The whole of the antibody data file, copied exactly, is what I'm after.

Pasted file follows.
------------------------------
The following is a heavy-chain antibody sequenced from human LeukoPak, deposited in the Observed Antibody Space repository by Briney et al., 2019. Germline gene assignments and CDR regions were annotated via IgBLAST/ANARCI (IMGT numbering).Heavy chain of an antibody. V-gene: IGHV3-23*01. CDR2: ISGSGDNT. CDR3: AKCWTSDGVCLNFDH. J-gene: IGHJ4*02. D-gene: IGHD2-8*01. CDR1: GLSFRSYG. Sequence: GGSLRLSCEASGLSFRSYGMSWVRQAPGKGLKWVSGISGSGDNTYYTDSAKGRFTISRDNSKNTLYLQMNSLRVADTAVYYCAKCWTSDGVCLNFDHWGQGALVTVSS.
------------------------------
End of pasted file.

The following is a heavy-chain antibody sequenced from human LeukoPak, deposited in the Observed Antibody Space repository by Briney et al., 2019. Germline gene assignments and CDR regions were annotated via IgBLAST/ANARCI (IMGT numbering).Heavy chain of an antibody. V-gene: IGHV3-23*01. CDR2: ISGSGDNT. CDR3: AKCWTSDGVCLNFDH. J-gene: IGHJ4*02. D-gene: IGHD2-8*01. CDR1: GLSFRSYG. Sequence: GGSLRLSCEASGLSFRSYGMSWVRQAPGKGLKWVSGISGSGDNTYYTDSAKGRFTISRDNSKNTLYLQMNSLRVADTAVYYCAKCWTSDGVCLNFDHWGQGALVTVSS.